Gaming Tech

How to Know or Check If CPU Supports AVX and SSE4 Instructions Set

How to Know or Check If CPU Supports AVX Instructions

AVX stands for Advanced Vector Extensions. Although this technology was a breakthrough in computing history, its implementation is quite uncommon in the everyday computing space for a layman. So, for most consumer-grade processors and systems, AVX is more of a marketing term than an actual feature. The full potential of the AVX instruction set can be fully utilized in high-performance workstations which involve large-scale mathematically complex and heavy applications. AVX significantly speeds up these processes without any additional computational power.

A Short History of AVX

AVX was introduced with Intel’s Sandy Bridge lineup of processors and AMD’s Bulldozer lineup. Sandy Bridge processors rolled out to the market in Quarter 1 2011, and AMD launched the Bulldozer lineup in Quarter 3 of that year.

The AVX instruction set was improved upon in 2013 and AVX2 was released. They were released with Intel’s Haswell lineup of processors and AMD’s Excavator lineup.

Further down the line, in 2016, the AVX instruction set was expanded to support up to 512-bit SIMD registers. However, support was only brought to the high-performance Xeon Phi “Knights Landing” processors back in 2016.

Most consumer-grade processors these days come with support for both AVX and AVX2, with only high-performance processors supporting AVX 512.

List of Processors Supporting AVX and AVX2

Below is a list of all lineups of processors that came with support AVX and/or AVX2. If the particular processor you are searching for does not belong to any of the lists below, AVX cannot be enabled for it.

AVX Support:

  1. AMD:
    A. AMD Jaguar Family 16h (2013)
    B. AMD Puma Family 16h (2014)
    C. AMD Bulldozer (2011)
    D. AMD Piledriver (2012)
    E. AMD Steamroller (2014)
    F. AMD Excavator (2015)
    G. AMD Zen (2017)
    H. AMD Zen+ (2018)
    I. AMD Zen 2 (2019)
    J. AMD Zen 3 (2020)
  2. Intel:
    A. Intel Sandy Bridge (2011)
    B. Intel Sandy Bridge E (2011)
    C. Intel Ivy Bridge (2012)
    D. Intel Ivy Bridge E (2012)
    E. Intel Haswell (2013)
    F. Intel Haswell E (2014)
    G. Intel Broadwell (2013)
    H. Intel Skylake (2015)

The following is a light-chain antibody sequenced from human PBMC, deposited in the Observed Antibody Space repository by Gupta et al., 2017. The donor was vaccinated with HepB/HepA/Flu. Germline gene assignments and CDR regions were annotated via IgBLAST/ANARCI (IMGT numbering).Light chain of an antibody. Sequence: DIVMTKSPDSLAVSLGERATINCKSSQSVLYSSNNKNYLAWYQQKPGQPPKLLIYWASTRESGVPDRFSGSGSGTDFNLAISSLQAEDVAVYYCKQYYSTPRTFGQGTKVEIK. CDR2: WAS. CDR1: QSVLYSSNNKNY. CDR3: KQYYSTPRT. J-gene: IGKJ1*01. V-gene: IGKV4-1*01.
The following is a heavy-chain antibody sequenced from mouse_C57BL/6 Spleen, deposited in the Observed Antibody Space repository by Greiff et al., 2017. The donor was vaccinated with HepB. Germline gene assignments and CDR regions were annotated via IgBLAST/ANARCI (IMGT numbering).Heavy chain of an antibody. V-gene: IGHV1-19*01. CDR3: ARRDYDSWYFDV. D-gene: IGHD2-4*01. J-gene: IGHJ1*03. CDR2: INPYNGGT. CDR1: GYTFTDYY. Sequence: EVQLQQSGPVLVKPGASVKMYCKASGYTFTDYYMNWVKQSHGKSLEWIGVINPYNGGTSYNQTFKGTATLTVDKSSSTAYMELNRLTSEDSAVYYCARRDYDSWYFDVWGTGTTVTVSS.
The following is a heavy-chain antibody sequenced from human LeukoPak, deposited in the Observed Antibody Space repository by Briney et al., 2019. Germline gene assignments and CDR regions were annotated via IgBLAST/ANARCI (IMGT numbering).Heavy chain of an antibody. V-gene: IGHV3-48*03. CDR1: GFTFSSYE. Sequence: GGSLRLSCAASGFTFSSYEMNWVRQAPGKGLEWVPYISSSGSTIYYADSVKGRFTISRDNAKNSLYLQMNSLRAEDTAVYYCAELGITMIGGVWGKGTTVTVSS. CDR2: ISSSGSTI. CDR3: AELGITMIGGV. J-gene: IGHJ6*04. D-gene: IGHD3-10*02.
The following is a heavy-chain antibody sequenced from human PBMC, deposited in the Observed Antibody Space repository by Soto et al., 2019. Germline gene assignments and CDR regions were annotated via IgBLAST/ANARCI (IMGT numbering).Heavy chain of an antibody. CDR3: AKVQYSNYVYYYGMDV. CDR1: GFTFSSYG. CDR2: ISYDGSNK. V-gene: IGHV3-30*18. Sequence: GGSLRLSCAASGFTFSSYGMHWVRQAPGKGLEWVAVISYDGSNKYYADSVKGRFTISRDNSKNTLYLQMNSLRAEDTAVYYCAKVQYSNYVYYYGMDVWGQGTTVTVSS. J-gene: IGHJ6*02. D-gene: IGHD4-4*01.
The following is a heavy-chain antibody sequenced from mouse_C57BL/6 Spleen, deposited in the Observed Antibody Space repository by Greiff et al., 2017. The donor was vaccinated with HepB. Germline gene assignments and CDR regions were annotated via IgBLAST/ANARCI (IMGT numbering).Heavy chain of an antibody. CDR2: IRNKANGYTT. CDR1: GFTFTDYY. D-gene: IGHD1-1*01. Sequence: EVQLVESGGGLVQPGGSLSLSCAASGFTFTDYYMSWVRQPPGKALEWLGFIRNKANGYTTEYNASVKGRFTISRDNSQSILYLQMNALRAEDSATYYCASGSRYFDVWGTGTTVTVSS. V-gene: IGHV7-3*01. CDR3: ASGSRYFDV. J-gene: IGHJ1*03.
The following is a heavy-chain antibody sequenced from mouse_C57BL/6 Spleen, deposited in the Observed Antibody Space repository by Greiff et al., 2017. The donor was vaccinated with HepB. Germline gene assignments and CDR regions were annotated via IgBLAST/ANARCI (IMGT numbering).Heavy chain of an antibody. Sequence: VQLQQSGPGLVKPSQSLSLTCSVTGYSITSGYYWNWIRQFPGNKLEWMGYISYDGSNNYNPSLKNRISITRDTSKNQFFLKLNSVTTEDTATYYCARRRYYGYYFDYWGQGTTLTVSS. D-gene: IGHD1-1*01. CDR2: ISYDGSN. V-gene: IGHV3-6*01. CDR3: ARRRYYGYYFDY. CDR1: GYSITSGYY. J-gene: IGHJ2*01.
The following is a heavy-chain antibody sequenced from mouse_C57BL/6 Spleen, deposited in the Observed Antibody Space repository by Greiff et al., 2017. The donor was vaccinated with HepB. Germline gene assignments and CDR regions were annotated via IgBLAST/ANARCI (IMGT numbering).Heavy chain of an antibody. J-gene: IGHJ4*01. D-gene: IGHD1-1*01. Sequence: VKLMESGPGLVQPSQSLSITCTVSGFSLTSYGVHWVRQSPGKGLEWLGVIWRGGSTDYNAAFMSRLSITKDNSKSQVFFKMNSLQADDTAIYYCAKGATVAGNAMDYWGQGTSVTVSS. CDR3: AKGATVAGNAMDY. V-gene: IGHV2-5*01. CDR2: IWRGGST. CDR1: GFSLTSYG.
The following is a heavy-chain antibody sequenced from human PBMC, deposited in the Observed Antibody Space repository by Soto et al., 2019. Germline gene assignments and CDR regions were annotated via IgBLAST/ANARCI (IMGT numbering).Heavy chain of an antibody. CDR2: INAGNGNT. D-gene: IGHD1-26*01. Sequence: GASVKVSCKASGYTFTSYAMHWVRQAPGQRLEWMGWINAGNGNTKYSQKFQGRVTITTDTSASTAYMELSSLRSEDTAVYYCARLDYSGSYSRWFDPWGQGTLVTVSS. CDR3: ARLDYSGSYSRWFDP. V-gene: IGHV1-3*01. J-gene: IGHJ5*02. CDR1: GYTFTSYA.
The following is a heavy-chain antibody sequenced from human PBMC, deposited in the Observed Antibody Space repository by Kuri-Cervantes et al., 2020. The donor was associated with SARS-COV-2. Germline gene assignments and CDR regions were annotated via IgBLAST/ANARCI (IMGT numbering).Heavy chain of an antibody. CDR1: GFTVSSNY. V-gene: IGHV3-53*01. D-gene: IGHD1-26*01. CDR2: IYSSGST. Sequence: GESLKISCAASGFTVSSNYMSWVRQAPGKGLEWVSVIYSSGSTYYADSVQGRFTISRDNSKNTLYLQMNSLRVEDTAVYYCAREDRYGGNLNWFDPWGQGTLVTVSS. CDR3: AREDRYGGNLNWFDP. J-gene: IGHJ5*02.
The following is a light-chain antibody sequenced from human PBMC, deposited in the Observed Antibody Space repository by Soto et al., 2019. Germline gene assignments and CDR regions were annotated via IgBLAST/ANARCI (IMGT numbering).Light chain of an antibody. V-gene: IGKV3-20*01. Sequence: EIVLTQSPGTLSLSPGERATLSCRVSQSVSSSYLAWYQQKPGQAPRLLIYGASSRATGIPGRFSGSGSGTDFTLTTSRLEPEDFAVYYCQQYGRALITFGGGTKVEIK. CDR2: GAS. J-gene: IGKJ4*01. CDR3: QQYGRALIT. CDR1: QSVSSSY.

I. Intel Broadwell E (2016)
    J. Intel Kaby Lake (2017)
    K. Intel Skylake-X (2017)
    L. Intel Coffee Lake (2017)
    M. Intel Cannon lake (2017)
    N. Intel Whiskey lake (2018)
    O. Intel Cascade lake (2018)
    P. Intel Ice Lake (2019)
    Q. Intel Comet lake (2019) [AVX support only seen in Core and Xeon SKUs]
    R. Intel Tiger Lake (2020) [AVX support only seen in Core, Pentium, and Celeron SKUs]
    S. Intel Rocket Lake (2021)
    T. Intel Alder lake (2021)
    U. Intel Gracemont (2021)
  3. VIA:
    A. VIA Eden X4
    B. VIA Nano QuadCore
  4. Zhaoxin:
    A. WuDaoKou (KX-5000 and KH-20000 SKUs)

How to Check Whether Your Processor Supports AVX/AVX2/SSE4

Any hardware monitor program should tell whether your system supports the AVX/AVX2 instruction set. In case you are on a high-performance server-grade system, your system should also support the AVX-512 instruction set.

HWiNFO-64 is the easiest way to check whether your system supports AVX or not. You can download the software by following this link: https://www.hwinfo.com/download/

Once you have downloaded and installed the software, launch it. You will be greeted with a screen like this. Leave “Sensors-Only” and “Summary-Only” unchecked and hit run.

HWiNFO will detect your system configuration. Let it do its thing.

After HWiNFO has finished gathering information about your system, it will greet you with a system summary window. 

Look out for the features panel. You will see a bunch of features listed here. In the case of my processor, which is a good old Ryzen 5 3600, you can see that it supports both AVX and AVX2, but it does not support AVX-512. it also supports SSE4, SSE4.1, and SSE4.2

The supported features will be highlighted in green, and the ones that are not supported will be greyed out. So, you can quickly check out what features are supported by your particular processor using this software.

However, in case you do not have the processor on hand, you will have to rely on the product information page. There is no other test in that scenario.

AVX is not as important a feature as core count and clock speeds. But, it is a nice-to-have. Hope this article cleared all your doubts surrounding it.

Arka
Extreme PC enthusiast. He splits his time between PC and console hardware, gaming, and making cool PC-related videos over on YouTube.

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